Journey from Farm to Plate – Step 5

How are eggs washed and sanitized?

Many people wonder what happens to their eggs after leaving the hen house. The United States is the one of the only countries in the world that washes their eggs. The process is an important and precise one.

Once the eggs enter the processing plant they roll onto a roller conveyor and enter the stainless steel egg washer. They roll along while brushes and hot water scrub them clean of any dirt or manure present. There are strict guidelines for the quality of water, temperatures and soap. All are crucial in maintaining a food safe environment. USDA requires the eggs to be washed at a minimum of 90 degrees. The wash water must also be 20 degrees warmer than the interior egg temperature and changed every four hours.  Ideal wash water temperature is 102 to 120 degrees.  JS West washes at a temperature of 110 degrees.  The washer section is designed with two washers and a rinse section on the second washer. Two sections with spray nozzles designed to loosen manure from the eggs.  A minimum pH level of 10.5 shall be maintained at all times while processing eggs. The pH meter is monitored by Quality Control, calibrated and documented on a monthly basis. pH strips will be kept on hand as a back-up.

Final Rinse

This is the final stage of egg washing and where the highest water temperature is used.  The temperature for the final rinse is approximately 120 to 135 degrees.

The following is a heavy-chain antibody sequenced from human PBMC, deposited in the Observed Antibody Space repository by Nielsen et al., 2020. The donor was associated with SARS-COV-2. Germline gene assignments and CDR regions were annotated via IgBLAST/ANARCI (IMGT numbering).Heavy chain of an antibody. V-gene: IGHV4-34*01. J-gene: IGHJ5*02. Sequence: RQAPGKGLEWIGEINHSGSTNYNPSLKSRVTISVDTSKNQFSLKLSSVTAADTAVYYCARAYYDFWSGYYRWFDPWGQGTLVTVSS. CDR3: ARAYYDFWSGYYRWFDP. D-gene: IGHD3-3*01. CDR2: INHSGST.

Chlorine solution is used in the final rinse in order to sanitize the eggs.  Its purpose is to kill any bacteria that might be associated with the shell. The chlorine shall be maintained between 100ppm and 200ppm.

The washer is cleaned daily at the end of each shift and inspected by the USDA the next morning to ensure cleanliness.

All these steps are taken to make sure you and your family can feel confident in the safety and quality of the eggs you love.

Written by Jill Benson

Jill Benson, Senior Vice President of J. S. West & Companies, represents 4th generation in the family owned and operated diversified set of businesses based out of Modesto, California. Among their interests, J. S. West has three farms with 1.8 million laying hens, feed mill, feed store, hardware store and liquid propane sales and distribution in more than 25 counties in Northern California. Jill is involved in every aspect of the family business. She’s spent much of her career in the egg farming end of the business, from operations to processing to sales & marketing. Jill is active in the company’s real estate interests, propane, safety and communications.

Jill is an active member of the United Egg Producers (UEP), of Pacific Egg & Poultry Association (PEPA) and past President and American Egg Board (AEB), Cal Poly Animal Science Advisory Council, California FFA Foundation Board and Finance Committee at Del Rio Country Club. Jill is a dedicated volunteer, often lending her omelet skills to raise money for various charitable organizations.

Jill is an avid skier, world traveler, accomplished cook and dog lover. She is married to Ken Woodward and they share their time between Modesto and Santa Cruz.

Jill Benson holds a Bachelor of Science Degree, graduating with Honors and Distinction from San Diego State University.